A 13-year-old painter’s apprentice walked home from a day of work in Hannibal, Missouri when a loose page blowing in the wind caught his attention. Sitting on the side of the road he became engrossed by part of the story of a 17-year-old heroine he would come to refer to as “the wonder of the ages,” Joan of Arc. He ran home to his family to find out if this girl was real, to hear how the story ended.
This boy would grow up to be one of America’s greatest literary giants, Samuel Clemens, or more commonly, Mark Twain. And while many are familiar with the works that garnered his wide acclaim and success, Tom Sawyer and Huckleberry Finn, few are aware of the book that biographers call his most puzzling, critics call his sappiest, and he himself called “my best work,” – Recollections of Joan of Arc.
Recollections is an enigma for several reasons. At the time Twain wrote this book he was strongly critical of organized religion and vehemently anti-Catholic, a sentiment rampant throughout America in the 1800’s, and well-supported by his Presbyterian family. Twain said he was “educated to enmity toward everything that is Catholic.” He also considered himself “anti-French,” so for him to write a book about a French, Catholic martyr is nothing short of baffling.
Furthermore, her story was not the widely circulated one it is today. Twain wrote about her long before she was beatified (which happened in 1909), so resources about her weren’t widely circulated making his novel a laborious project. But he was compelled, as if on a personal mission, with 12 years of meticulous research, trips to Europe to accumulate resources, and two years devoted to writing the work.
Recollections follows a fictional Page and Secretary of Joan of Arc, Sieur Louis de Conte, as he recalls her life through his first-person account. The biggest literary nerds will be able to notice that he shares the same initials with Twain himself whose real name was Samuel Langhorne Clemens. Biographers point to this fact to show that he, in some sense, wanted to accompany her on her journey, and considered her a vital spiritual companion.
When he published the book he made the interesting decision to do so anonymously. He had received poor reception for two previously published works of historical fiction as they were outside of the light, humorous voice that popularized him. This work was too beloved to be obscured by the audience’s expectations.
His publisher explains,“His request for anonymity clearly shows the magnitude of his admiration for the character of Joan, and his high regard for her life story.” In time it was discovered who the author of this book was, and the critics were ruthless. They called it “mawkish,” “sentimental,” and “his worst book.”
But it didn’t matter, because this was the first book that he wrote without the critics in mind. “Possibly the book may not sell,” Twain said, “but that is nothing - it was written for love.” And to read Recollections is to read the prose of a man whose scrawled pages were fueled by a reverence for the life story that not only halted him on the street as a boy, but inspired years of labor and even humiliation. The gentle maiden probed the salty man embittered by the hypocrisy of Christians, and as with hundreds of men before, he followed.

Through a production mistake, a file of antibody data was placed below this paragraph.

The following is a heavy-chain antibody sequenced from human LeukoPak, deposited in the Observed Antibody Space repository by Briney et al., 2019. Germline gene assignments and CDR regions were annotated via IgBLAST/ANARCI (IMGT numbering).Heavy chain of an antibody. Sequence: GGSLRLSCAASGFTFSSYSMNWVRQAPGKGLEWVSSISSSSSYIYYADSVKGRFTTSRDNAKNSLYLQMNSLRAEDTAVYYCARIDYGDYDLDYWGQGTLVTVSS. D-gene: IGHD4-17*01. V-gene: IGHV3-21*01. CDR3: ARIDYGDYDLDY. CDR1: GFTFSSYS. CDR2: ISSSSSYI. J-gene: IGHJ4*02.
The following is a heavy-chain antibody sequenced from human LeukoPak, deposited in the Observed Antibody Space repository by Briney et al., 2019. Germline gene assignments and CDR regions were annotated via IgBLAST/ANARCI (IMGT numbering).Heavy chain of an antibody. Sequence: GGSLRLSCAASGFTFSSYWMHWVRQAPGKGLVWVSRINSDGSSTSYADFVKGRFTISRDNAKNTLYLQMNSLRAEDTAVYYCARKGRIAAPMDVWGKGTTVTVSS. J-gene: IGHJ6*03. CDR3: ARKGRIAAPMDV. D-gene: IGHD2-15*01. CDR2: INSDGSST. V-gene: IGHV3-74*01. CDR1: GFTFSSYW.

While there are times the book feels saccharine, you see behind it the elation of a converted scrooge, someone who just discovered that there just may be such a thing as virtue after all. It’s as if he found the hero in history, that he was longing for in his present day.
“When we reflect that her century was the brutalest, the wickedest, the rottenest in history since the darkest ages,” writes Twain, “we are lost in wonder at the miracle of such a product from such soil. She was perhaps the only entirely unselfish person whose name has a place in profane history.”
Growing up as a cradle Catholic you become desensitized to the sensational humility of St. Francis, the brilliance of St. Thomas Aquinas, or the valiant courage of St. Joan of Arc. It was seeing the droll voice of Twain mollified into an ennobled one of humility that reminded me, “Hey, we’ve got some pretty good stories in this Church.”
“Joan of Arc, a mere child in years, ignorant, unlettered, a poor village girl unknown and without influence, found a great nation lying in chains, helpless and hopeless under an alien domination, its treasury bankrupt, its soldiers disheartened and dispersed, all spirit torpid, all courage dead in the hearts of the people through long years of foreign and domestic outrage and oppression, their King cowed, resigned to its fate, and preparing to fly the country; and she laid her hand upon this nation, this corpse, and it rose and followed her. She led it from victory to victory, she turned back the tide of the Hundred Years’ War, she fatally crippled the English power, and died with the earned title of Deliverer of France, which she bears to this day. And for all reward, the French King, whom she had crowned, stood supine and indifferent, while French priests took the noble child, the most innocent, the most lovely, the most adorable the ages have produced, and burned her alive at the stake.”
-Mark Twain, Personal Recollections of Joan of Arc
Casey McCorry is a digital associate for the Archdiocese of Los Angeles, a documentary filmmaker, wife and mother.
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